The stainless soul that smiled through glorious eyes;
The bright grave brow whereon dark fortune’s blast
Might blow, but might not bend it, nor o’ercast,
Save for one fierce fleet hour of shame, the skies
Thrilled with warm dreams of worthier days to rise
And end the whole world’s winter; here at last,
If death be death, have passed into the past;
If death be life, live, though their semblance dies.
Hope and high faith inviolate of distrust
Shone strong as life inviolate of the grave
Through each bright word and lineament serene.
Most loving righteousness and love most just
Crowned, as day crowns the dawn-enkindled wave,
With visible aureole thine unfaltering mien.
Strong time and fire-swift change, with lightnings clad
And shod with thunders of reverberate years,
Have filled with light and sound of hopes and fears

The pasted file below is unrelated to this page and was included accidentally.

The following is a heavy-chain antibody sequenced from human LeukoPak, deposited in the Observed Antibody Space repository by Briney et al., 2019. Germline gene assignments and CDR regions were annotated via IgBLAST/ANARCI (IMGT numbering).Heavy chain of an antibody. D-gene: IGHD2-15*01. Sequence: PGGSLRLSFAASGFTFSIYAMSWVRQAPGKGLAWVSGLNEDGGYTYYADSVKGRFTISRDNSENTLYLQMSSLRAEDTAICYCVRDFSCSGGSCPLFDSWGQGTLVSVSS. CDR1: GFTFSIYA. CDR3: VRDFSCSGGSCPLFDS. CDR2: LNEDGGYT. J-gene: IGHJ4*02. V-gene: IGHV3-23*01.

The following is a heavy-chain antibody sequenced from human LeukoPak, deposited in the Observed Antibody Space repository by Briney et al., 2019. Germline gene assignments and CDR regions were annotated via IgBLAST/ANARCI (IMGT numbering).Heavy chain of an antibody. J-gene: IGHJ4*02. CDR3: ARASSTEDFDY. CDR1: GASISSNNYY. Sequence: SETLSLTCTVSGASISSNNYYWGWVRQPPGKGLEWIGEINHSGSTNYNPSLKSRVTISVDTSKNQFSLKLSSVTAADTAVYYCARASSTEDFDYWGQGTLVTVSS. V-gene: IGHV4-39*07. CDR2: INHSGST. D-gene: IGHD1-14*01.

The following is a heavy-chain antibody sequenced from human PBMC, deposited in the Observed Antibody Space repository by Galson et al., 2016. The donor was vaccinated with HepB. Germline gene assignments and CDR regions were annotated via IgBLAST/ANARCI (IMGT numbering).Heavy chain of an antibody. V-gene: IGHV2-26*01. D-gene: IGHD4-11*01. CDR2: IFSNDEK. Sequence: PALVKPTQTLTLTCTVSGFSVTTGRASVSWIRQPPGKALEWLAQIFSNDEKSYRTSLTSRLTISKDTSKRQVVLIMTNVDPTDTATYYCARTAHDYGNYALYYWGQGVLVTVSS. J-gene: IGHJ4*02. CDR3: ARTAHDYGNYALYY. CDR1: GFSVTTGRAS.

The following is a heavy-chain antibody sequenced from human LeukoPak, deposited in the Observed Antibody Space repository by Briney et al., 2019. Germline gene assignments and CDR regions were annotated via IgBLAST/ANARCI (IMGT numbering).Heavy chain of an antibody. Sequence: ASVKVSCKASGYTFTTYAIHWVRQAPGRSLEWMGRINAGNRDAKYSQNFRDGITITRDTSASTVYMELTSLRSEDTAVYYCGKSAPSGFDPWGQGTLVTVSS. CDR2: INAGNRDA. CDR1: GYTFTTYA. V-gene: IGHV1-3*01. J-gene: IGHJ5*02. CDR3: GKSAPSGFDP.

The space of many a season, since I had
Grace of good hap to make my spirit glad,
Once communing with thine: and memory hears
The bright voice yet that then rejoiced mine ears,
Sees yet the light of eyes that spake, and bade
Fear not, but hope, though then time’s heart were weak
And heaven by hell shade-stricken, and the range
Of high-born hope made questionable and strange
As twilight trembling till the sunlight speak.
Thou sawest the sunrise and the storm in one
Break: seest thou now the storm-compelling sun?
Surely thou seest, O spirit of light and fire,
Surely thou canst not choose, O soul, but see
The days whose dayspring was beheld of thee
Ere eyes less pure might have their hope’s desire,
Beholding life in heaven again respire
Where men saw nought that was or was to be,
Save only death imperial. Thou and he
Who has the heart of all men’s hearts for lyre,
Ye twain, being great of spirit as time is great,
And sure of sight as truth’s own heavenward eye,
Beheld the forms of forces passing by
And certitude of equal-balanced fate,
Whose breath forefelt makes darkness palpitate,
And knew that light should live and darkness die.